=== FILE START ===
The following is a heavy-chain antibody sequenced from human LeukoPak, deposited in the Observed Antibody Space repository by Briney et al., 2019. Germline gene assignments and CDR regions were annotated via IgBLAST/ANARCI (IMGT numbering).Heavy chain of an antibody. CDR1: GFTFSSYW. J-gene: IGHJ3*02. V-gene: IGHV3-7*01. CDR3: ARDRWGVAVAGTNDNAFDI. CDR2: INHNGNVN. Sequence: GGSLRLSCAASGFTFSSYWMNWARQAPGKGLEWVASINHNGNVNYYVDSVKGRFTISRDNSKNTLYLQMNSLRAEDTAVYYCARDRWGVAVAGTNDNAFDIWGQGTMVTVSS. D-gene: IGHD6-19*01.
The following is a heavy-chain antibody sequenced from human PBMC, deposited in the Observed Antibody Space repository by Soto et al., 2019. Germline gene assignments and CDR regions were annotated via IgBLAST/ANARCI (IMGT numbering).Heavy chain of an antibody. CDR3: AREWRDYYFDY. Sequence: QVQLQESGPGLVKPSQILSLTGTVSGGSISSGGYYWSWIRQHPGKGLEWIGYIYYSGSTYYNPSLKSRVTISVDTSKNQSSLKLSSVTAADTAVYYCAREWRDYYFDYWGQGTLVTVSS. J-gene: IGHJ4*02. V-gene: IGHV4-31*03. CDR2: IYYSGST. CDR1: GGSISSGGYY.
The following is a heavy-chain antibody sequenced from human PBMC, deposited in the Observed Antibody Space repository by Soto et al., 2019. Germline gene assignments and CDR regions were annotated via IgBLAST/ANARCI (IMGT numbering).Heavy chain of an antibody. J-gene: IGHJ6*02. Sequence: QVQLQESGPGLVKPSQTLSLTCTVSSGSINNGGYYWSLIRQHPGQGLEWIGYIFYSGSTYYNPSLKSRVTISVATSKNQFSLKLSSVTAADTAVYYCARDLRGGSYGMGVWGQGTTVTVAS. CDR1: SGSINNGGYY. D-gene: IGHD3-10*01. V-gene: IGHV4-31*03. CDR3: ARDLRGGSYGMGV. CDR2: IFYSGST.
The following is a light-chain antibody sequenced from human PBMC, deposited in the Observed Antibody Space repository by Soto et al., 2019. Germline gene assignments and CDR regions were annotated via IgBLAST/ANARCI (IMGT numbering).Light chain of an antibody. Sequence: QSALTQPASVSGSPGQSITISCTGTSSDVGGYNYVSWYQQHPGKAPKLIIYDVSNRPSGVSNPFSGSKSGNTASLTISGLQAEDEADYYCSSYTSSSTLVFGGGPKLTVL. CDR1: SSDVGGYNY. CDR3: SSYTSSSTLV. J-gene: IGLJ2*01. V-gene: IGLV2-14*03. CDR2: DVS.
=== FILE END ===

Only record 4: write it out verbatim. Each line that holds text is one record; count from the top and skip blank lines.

The following is a light-chain antibody sequenced from human PBMC, deposited in the Observed Antibody Space repository by Soto et al., 2019. Germline gene assignments and CDR regions were annotated via IgBLAST/ANARCI (IMGT numbering).Light chain of an antibody. Sequence: QSALTQPASVSGSPGQSITISCTGTSSDVGGYNYVSWYQQHPGKAPKLIIYDVSNRPSGVSNPFSGSKSGNTASLTISGLQAEDEADYYCSSYTSSSTLVFGGGPKLTVL. CDR1: SSDVGGYNY. CDR3: SSYTSSSTLV. J-gene: IGLJ2*01. V-gene: IGLV2-14*03. CDR2: DVS.